February Newsletter
In This Issue
Move To Think Better
Sleep Loss is a Pain
It's Just Weed...
A Better Model of Medical Care
Old-fashioned medicine with 21st Century convenience and technology
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I hope this newsletter finds you and your family well. I have had a busy month of travel. I started out in Park City for the FIS Freeski and Snowboard World Championships. It was great working with the best skiers and riders in the world. Good to see the US get our share of hardware. And of course the Brewers started spring training. The new facility in Phoenix is everything you have read about and more. All the planning and hard work really paid off. It is truly impressive and our team now has the best facility in the league to develop our next generation of stars. Another step toward bringing a championship to Milwaukee! 

One of our major concerns with aging is cognition, how well we think. I often get questions regarding various supplements or medications purported to boost our thinking. But there is something that is free and available to us all which has been shown to improve our executive (highest level) thinking and is more effective as we age. Interested? Check out the first article. 

We have all had a bad night sleep. Perhaps we noticed that everything just felt worse the next day. Why is this? How does sleep affect our pain levels, does everything hurt more when we lose sleep? The second article explores this interesting topic. 

Cannabis has been legalized for recreational use in 10 states and Washington, DC. While the law bans use by those under 21, we know that there is use in the younger age groups. What are the effects of use of this substance on the developing brain, and what effects are seen later in life? The third article explores this topic. 

Another  reminder to update our email contacts if you haven't done so already. You can reach the office at office@drniedfeldt.com. I can be reached directly at mark@drniedfeldt.com and Colleen can be reached directly at colleen@drniedfeldt.com. Our phone number and fax are unchanged.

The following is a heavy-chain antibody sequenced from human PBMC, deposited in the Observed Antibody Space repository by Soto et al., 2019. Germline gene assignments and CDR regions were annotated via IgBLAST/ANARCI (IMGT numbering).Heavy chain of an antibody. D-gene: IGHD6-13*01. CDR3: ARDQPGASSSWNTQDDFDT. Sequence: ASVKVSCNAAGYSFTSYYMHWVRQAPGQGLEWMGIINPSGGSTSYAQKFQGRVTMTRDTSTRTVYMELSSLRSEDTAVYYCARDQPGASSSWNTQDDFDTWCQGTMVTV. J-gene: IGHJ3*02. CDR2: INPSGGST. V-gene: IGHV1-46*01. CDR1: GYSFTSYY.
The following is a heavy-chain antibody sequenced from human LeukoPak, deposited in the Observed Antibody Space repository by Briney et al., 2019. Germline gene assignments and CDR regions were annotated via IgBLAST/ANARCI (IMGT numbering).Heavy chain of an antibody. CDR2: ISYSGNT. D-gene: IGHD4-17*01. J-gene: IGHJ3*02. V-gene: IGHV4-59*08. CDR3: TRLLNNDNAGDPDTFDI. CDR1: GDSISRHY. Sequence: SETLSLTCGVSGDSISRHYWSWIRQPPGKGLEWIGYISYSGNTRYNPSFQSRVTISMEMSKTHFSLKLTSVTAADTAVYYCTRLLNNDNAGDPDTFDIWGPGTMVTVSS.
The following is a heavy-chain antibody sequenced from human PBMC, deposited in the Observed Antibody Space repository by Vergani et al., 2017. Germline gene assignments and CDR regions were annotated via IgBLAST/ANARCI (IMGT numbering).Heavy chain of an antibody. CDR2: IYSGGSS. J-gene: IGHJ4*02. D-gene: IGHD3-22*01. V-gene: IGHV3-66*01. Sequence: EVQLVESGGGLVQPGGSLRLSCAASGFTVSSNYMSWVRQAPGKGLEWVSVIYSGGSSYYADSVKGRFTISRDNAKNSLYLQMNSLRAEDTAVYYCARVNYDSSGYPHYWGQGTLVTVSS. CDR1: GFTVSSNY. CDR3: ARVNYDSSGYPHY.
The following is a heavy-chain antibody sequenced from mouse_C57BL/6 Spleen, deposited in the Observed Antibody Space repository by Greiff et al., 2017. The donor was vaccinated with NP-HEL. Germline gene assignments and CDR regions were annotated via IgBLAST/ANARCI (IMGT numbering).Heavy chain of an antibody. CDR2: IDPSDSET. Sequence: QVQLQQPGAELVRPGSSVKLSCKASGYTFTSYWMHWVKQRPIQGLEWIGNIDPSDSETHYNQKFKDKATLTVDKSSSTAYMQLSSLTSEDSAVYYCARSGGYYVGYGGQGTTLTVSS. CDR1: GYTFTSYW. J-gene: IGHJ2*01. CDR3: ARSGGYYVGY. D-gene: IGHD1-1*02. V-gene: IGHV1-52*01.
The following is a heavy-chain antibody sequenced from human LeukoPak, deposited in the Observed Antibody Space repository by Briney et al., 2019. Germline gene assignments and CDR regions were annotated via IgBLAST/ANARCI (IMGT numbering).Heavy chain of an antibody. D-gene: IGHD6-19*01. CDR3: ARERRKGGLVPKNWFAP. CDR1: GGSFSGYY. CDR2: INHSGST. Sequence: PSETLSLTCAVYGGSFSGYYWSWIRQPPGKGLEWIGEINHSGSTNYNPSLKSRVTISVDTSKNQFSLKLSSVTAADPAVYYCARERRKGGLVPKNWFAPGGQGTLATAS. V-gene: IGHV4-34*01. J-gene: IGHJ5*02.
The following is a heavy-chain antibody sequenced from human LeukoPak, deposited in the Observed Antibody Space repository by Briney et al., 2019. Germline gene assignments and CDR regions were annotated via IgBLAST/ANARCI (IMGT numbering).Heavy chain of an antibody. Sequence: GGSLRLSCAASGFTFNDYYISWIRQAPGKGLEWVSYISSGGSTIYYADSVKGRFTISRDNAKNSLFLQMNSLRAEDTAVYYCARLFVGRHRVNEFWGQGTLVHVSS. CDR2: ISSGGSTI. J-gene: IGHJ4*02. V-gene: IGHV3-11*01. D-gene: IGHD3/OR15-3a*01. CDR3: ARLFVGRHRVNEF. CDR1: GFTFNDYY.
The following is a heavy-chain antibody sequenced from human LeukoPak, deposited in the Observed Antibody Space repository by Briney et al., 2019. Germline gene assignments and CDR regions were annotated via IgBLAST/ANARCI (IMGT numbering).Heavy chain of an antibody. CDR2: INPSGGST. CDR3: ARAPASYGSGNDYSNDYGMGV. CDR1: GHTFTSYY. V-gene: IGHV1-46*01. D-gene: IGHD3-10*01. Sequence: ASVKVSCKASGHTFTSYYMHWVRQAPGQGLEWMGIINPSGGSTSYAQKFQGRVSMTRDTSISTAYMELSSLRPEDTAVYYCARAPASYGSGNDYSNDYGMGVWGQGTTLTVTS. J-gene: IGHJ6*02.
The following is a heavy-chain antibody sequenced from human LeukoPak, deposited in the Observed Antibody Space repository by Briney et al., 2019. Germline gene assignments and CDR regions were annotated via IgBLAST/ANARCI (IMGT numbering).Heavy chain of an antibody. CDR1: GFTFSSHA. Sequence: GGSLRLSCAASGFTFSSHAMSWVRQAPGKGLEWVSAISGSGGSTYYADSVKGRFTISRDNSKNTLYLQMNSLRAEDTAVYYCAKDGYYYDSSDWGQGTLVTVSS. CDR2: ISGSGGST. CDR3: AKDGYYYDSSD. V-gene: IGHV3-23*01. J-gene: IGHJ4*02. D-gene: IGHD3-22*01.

Click on the links the the left to check out our  web site .
Move to Think Better
Exercise boosts cognition
Regular aerobic exercise may improve cognition, especially high level functions in adults. A new study published in the journal Neurology enrolled 132 people with below average aerobic capacity and divided them into two groups. Both groups performed four weekly training sessions for 6 months. One group performed aerobic activities such as walking on a treadmill, stationary cycling or using an elliptical machine. The other group did stretching exercises to promote flexibility. Each training session included 10-15 minutes of warm-up/cool-down and 30-40 minutes of exercise. Cognitive function including executive function, memory, processing speed, language and attention were evaluated. Executive function includes several skills such as paying attention, organizing, planning and prioritizing tasks, staying focused, working memory, keeping track of what you are doing, impulse and emotional control. Additionally, everyday function and body mass index (BMI) was evaluated. All participants underwent MRI scanning to determine cortical thickness. Overall, aerobic exercise improved cognition and the improvement was more notable as people aged with 60 year-olds showing twice as much improvement than 40 year-olds. MRI scans showed cortical thickening in the aerobic exercise group in the frontal cortex (where decisions are made). 
  • Objective: To determine efficacy of aerobic exercise for cognitive function in younger healthy adults.
  • Methods In a randomized, parallel-group, observer-masked, community-based clinical trial, 132 cognitively normal individuals aged 20-67 with below median aerobic capacity were randomly assigned to one of two 6-month, 4-times-weekly conditions: aerobic exercise and stretching/toning. Efficacy measures included aerobic capacity; cognitive function in several domains (executive function, episodic memory, processing speed, language, and attention), everyday function, body mass index (BMI), and cortical thickness.
  • Results Aerobic capacity increased significantly (β = 2.718; p = 0.003), and BMI decreased significantly (β = −0.596; p = 0.013) in the aerobic exercise but not in the stretching/toning condition. Executive function improved significantly in the aerobic exercise condition; this effect was moderated by age (β = 0.018 SD/y; p = 0.028). At age 40, the executive function measure increased by 0.228 SD (95% confidence interval [CI] 0.007-0.448), and by 0.596 SD (95% CI 0.219-0.973) at age 60. Cortical thickness increased significantly in the aerobic exercise group in a left frontal region and did not interact with age. Controlling for age and baseline performance, individuals with at least one APOE ε4 allele showed less improvement in executive function with aerobic exercise (β = 0.5129, 95% CI 0.0381-0.988; p = 0.0346).
  • Conclusions This randomized clinical trial demonstrates the efficacy of aerobic exercise for cognition in adults age 20-67. The effect of aerobic exercise on executive function was more pronounced as age increased, suggesting that it may mitigate age-related declines. Increased cortical thickness suggests that aerobic exercise contributes to brain health in individuals as young as age 20.